Denver Broncos quarterback Peyton Manning speaks during a news conference where he announced his retirement from professional football.

(AP Photo/David Zalubowski)

Yesterday, Peyton Manning announced his retirement from the NFL and as quarterback of the Denver Broncos. After his 1,900 or so-word farewell, he was asked by a reporter to address allegations that he may have sexually harassed a female trainer in the 1990s. Manning has denied those allegations.

You can read is full remarks in this transcript posted at ESPN. He ended his response to the question about the harassment allegations this way: 

"And so this is a joyous day, and it’s a special day, and like Forrest Gump said, that’s all I have to say about that."

Here's Sports Illustrated's Kenny Ducey with the clip:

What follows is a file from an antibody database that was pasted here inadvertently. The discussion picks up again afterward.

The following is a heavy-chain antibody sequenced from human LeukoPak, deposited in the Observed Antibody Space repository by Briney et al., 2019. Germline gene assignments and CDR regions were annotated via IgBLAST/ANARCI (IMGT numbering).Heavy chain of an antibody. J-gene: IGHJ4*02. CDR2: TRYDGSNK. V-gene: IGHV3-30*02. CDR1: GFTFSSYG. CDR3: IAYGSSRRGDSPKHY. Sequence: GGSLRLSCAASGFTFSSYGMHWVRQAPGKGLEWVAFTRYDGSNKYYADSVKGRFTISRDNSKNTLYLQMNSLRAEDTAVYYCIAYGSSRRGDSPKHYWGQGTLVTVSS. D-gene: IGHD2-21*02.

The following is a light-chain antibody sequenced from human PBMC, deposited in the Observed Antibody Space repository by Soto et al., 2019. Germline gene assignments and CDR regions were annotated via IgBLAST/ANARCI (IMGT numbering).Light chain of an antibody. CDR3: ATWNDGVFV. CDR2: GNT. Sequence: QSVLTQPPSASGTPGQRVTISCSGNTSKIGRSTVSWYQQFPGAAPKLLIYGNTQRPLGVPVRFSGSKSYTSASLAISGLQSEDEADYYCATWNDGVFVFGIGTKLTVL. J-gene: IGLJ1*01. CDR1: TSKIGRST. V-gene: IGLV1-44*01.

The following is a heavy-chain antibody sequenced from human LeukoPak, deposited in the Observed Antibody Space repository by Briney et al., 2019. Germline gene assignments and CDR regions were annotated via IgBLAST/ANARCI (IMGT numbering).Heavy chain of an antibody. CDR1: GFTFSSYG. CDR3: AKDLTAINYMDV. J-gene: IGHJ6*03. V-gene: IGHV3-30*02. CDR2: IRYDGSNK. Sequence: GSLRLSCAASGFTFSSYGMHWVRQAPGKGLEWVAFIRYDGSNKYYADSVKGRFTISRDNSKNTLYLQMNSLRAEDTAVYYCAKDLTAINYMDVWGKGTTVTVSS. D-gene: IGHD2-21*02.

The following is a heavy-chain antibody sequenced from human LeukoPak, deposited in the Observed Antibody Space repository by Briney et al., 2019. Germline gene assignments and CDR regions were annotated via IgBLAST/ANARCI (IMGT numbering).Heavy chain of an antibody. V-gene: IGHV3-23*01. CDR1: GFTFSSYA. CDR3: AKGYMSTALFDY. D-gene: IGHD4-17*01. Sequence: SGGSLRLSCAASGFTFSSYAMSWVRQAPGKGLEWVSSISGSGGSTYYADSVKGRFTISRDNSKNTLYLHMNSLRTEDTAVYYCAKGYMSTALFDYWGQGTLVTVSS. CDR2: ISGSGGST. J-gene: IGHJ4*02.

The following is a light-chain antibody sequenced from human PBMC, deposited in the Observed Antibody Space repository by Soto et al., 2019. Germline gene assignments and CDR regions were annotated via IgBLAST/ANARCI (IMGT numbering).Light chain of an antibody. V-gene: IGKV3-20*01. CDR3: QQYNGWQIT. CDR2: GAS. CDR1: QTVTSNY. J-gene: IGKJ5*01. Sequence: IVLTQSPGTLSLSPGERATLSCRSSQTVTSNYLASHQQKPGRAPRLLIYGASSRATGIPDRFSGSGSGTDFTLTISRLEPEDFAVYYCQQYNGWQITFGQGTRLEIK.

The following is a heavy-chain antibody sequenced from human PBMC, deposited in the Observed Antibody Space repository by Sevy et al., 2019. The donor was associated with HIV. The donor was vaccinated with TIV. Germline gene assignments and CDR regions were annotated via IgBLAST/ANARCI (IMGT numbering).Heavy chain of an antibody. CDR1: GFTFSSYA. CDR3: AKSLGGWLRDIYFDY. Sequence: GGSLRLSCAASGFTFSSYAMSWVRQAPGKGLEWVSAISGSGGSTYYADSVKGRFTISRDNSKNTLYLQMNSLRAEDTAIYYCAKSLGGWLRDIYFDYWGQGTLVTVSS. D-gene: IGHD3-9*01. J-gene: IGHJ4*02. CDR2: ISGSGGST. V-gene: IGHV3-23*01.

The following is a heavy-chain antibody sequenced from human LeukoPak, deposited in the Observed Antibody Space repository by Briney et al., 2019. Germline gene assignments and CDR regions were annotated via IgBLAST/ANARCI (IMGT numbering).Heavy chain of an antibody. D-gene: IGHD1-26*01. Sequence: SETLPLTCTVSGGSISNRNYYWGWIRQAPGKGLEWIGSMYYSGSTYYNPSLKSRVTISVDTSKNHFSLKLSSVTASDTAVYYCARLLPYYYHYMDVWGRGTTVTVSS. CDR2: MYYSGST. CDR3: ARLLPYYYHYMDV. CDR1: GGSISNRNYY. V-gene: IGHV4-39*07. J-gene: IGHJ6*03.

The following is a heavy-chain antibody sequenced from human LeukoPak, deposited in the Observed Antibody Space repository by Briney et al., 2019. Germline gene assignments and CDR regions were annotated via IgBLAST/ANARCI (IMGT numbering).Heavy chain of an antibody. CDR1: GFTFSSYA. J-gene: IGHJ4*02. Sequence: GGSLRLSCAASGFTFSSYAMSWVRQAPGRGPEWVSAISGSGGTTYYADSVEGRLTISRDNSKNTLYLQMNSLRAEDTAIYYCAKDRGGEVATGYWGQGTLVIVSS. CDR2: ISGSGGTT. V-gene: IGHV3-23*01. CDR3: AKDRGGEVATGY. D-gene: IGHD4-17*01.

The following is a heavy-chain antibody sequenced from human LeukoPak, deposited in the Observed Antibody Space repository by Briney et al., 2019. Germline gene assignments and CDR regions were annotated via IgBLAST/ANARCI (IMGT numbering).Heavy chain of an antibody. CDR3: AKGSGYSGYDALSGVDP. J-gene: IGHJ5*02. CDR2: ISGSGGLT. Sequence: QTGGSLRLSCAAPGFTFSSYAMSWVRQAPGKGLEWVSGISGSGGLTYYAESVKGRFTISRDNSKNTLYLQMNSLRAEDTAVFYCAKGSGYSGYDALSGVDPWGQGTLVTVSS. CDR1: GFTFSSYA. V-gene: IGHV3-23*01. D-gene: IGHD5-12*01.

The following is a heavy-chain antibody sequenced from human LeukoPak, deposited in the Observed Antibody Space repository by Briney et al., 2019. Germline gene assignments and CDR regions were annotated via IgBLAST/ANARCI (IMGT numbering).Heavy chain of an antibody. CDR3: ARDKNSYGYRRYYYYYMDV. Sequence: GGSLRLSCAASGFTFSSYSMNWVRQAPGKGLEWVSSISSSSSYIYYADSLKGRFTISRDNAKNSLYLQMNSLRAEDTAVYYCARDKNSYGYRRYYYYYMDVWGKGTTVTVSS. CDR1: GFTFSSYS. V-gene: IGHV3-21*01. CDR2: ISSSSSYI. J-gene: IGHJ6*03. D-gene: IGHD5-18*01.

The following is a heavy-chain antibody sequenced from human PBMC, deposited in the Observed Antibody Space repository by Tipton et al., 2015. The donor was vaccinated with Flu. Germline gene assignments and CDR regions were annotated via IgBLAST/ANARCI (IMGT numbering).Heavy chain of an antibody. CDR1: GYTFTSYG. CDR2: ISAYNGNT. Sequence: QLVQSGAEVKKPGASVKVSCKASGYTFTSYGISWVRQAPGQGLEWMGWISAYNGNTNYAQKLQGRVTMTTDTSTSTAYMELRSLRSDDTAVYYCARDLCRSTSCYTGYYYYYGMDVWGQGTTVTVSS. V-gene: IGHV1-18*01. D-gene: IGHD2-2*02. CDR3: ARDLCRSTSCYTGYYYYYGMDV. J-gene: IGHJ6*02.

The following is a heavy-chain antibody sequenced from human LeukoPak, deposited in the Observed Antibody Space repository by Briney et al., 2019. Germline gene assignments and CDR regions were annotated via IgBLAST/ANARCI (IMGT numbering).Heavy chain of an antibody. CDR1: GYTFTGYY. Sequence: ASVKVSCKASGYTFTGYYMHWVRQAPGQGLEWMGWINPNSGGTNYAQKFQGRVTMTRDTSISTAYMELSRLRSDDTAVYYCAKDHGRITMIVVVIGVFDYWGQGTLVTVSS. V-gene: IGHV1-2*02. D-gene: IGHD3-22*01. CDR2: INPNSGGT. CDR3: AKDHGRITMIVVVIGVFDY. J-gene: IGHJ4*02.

But the reporter who asked him to address the allegations, USA Today's Lindsay Jones, became the subject of derision from a host of people who felt the question was inappropriate, reports Poynter and Deadspin.

Here's Poynter's James Warren:

In a phone chat last night, she told me that she was bombarded with sexist, nasty and X-rated hate emails and tweets. Many said she was on a witch hunt, just trying to make a name for herself.

"I couldn't keep up with [the notifications]; the majority were very ugly, horrible, hateful, disgusting," she told Warren. And she defended herself on Twitter:

Denver7's Kyle Horan was among those on Twitter critical of Jones, but he later recanted.

Jones' online harassment comes as an Australian study finds that for women, online harassment is becoming “established norm.”